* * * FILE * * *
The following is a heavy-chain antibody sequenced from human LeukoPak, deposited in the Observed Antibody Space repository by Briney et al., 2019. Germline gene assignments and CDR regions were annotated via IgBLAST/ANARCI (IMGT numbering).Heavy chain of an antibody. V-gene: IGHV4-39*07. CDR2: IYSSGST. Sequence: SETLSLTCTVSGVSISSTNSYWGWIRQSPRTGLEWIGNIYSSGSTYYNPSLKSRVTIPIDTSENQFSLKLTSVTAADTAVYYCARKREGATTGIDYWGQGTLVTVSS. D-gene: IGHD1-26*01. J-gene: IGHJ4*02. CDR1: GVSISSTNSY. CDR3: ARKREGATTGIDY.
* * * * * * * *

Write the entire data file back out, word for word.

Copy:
The following is a heavy-chain antibody sequenced from human LeukoPak, deposited in the Observed Antibody Space repository by Briney et al., 2019. Germline gene assignments and CDR regions were annotated via IgBLAST/ANARCI (IMGT numbering).Heavy chain of an antibody. V-gene: IGHV4-39*07. CDR2: IYSSGST. Sequence: SETLSLTCTVSGVSISSTNSYWGWIRQSPRTGLEWIGNIYSSGSTYYNPSLKSRVTIPIDTSENQFSLKLTSVTAADTAVYYCARKREGATTGIDYWGQGTLVTVSS. D-gene: IGHD1-26*01. J-gene: IGHJ4*02. CDR1: GVSISSTNSY. CDR3: ARKREGATTGIDY.